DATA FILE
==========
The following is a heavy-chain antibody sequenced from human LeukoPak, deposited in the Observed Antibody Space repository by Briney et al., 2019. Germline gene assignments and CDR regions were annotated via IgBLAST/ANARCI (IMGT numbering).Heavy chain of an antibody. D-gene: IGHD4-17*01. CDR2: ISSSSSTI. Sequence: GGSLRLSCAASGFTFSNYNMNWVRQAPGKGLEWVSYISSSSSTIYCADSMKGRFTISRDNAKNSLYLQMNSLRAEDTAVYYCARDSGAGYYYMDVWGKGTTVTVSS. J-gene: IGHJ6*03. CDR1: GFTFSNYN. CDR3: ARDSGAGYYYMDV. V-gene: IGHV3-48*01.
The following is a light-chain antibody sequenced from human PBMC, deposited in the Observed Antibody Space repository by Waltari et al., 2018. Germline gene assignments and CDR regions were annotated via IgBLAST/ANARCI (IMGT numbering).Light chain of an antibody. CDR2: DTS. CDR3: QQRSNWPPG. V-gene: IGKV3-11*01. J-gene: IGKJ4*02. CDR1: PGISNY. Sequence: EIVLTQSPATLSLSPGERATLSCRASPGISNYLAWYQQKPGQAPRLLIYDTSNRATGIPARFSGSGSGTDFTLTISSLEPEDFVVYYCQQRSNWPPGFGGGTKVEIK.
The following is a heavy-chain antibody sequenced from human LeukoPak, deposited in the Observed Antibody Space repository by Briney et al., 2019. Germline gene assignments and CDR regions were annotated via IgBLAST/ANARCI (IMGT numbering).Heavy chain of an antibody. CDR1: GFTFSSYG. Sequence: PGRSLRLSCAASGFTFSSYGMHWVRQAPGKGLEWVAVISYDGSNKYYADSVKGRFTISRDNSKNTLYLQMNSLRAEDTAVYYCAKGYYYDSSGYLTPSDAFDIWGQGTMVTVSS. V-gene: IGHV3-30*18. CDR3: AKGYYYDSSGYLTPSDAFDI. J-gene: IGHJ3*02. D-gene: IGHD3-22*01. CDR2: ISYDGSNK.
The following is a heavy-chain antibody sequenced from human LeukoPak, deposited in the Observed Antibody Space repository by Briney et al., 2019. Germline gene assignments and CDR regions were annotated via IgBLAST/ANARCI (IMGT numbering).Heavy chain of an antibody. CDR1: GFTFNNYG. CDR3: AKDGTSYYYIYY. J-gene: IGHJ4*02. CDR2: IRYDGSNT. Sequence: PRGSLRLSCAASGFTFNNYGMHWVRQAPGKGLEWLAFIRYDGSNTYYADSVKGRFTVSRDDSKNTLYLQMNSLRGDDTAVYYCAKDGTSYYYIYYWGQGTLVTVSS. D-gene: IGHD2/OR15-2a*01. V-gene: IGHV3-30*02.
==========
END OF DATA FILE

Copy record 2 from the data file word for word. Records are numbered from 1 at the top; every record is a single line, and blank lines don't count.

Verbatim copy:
The following is a light-chain antibody sequenced from human PBMC, deposited in the Observed Antibody Space repository by Waltari et al., 2018. Germline gene assignments and CDR regions were annotated via IgBLAST/ANARCI (IMGT numbering).Light chain of an antibody. CDR2: DTS. CDR3: QQRSNWPPG. V-gene: IGKV3-11*01. J-gene: IGKJ4*02. CDR1: PGISNY. Sequence: EIVLTQSPATLSLSPGERATLSCRASPGISNYLAWYQQKPGQAPRLLIYDTSNRATGIPARFSGSGSGTDFTLTISSLEPEDFVVYYCQQRSNWPPGFGGGTKVEIK.